Envelope Design’s Importance for Energy Savings in Cold Store

Payounidhi Tamotia, President Sales & Marketing, Kingspan Jindal Pvt. Ltd.

Envelope Design

The envelope design for the refrigerated sections of a facility serve an important role. These envelopes reduce heat transfer and control moisture infiltration and condensation. Heat transfer through refrigerated space walls and the outside ambient environment creates a greater load.

Moisture in refrigerated spaces comes with a litany of disadvantages:

  • Increased Energy Costs
  • Diminished Insulating Effect
  • Structural Damage
  • Biological Growth
  • Ice/Frost Formation


About one third of cold storage heat gain is through the envelope. Insulation of the envelope surrounding the refrigerated space and the external building shell will both be important.  The warehouse can be modeled with the incremental improvements in varying thickness of insulation in wall, floors and roof systems. Each type of insulation delivers unique performance characteristics. Research all available options thoroughly to ensure maximum benefit.


The critical failure points for roofs will be water and vapor leaks. The roof serves an important structural role. There are three important considerations when designing a successful roof system:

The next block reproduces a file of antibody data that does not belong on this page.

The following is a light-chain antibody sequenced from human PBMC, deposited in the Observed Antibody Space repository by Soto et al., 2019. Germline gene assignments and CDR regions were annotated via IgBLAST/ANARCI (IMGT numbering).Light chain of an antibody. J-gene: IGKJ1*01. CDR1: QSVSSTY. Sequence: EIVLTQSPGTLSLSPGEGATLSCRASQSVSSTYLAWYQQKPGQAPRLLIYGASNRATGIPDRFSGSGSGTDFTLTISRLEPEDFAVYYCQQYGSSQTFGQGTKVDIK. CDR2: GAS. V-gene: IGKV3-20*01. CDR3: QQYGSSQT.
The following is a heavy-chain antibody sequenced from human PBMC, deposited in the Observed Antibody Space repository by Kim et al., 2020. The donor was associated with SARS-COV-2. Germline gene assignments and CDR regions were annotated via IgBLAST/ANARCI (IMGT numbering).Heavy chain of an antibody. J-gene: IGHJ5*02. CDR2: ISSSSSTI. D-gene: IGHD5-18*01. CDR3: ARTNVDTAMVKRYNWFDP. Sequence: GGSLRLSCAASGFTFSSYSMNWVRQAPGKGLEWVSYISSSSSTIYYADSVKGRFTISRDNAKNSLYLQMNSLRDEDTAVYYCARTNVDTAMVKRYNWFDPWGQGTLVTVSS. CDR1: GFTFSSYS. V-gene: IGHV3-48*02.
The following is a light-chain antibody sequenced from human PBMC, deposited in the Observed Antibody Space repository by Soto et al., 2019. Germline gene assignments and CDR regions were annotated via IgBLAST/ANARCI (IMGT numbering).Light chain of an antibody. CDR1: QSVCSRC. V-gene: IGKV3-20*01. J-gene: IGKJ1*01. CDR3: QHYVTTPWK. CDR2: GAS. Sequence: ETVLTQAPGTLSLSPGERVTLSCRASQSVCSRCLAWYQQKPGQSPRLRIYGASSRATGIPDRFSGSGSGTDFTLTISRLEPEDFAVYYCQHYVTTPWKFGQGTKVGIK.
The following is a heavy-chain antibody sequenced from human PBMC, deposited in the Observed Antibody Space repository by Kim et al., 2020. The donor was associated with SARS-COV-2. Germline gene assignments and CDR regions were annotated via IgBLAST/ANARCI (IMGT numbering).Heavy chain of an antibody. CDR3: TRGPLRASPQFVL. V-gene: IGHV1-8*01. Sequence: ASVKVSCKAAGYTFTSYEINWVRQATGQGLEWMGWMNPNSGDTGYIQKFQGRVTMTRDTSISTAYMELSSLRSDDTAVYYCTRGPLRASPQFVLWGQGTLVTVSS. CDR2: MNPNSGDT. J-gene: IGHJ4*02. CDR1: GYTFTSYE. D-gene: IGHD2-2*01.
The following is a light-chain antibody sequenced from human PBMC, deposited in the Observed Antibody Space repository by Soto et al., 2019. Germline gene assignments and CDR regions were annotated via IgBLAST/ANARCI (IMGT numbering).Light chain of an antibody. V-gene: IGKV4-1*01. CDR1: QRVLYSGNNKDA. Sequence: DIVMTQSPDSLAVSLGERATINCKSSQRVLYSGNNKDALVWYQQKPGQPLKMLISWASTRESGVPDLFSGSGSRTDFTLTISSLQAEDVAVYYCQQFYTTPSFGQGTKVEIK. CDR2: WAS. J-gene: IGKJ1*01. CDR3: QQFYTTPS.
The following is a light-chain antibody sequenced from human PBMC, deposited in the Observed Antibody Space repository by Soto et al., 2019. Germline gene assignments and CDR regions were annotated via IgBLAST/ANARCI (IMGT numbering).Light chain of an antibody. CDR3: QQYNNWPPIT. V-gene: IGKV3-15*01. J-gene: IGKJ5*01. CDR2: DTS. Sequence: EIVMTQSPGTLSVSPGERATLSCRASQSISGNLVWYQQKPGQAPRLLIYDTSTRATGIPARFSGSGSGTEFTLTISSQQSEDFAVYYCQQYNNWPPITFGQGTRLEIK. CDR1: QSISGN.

·        Maintaining structural integrity at all times.

·        Sealing all joints to prevent air and moisture infiltration.

·        A required uninterrupted vapor retarder.


Types and designs of walls will be important. The current trend in the industry is to use preformed materials such as prefabricated insulated metal panels and insulated concrete.


External walls must accommodate loads incurred as a result of the physical environment (i.e. wind and rain). Vapor and heat transfer control must also be included. External walls contribute to energy efficiency for the facilities’ entire heating and cooling load, not just refrigerated spaces.


Internal wall design and configuration will vary depending on facility layout. If cold storage spaces sit adjacent to one another, no need exists to insulate the adjoining walls. If a refrigerated space will be individually insulated, then different design specifications must be considered. The internal walls of refrigerated rooms must also adhere to food safety regulation. With that in mind, wall materials or surfaces must be washable in addition to sealed and vapor retardant.


Air infiltration through open doors can represent 50 percent or more of the total refrigeration load. Cold storage doors come in a myriad of choices—all with varying aspects that affect energy use and functionality. Modern cold storage doors may need to accommodate products handled by automated processes at high volume with rapid turnover.

Three important factors will influence design and choice concerning doors:

  • How the door will be used
  • How often it will be used
  • The space required for a forklift, its load, and the mast to pass through without hitting the door

Designers will also need to consider:

  • Door Activation methods
  • Life cycle costs

Kingspan Jindal’s solutions include insulated metal cold storage roof and wall panel systems and  Insulated Doors.
Kingspan Jindal’s insulated panel systems can be applied to atmospheric controlled environments where hygienic control is of the utmost importance. The use of Kingspan Jindal’s cold storage wall panels, cold storage roof panels, and Doors are designed to fit the needs of any thermally controlled building envelope.


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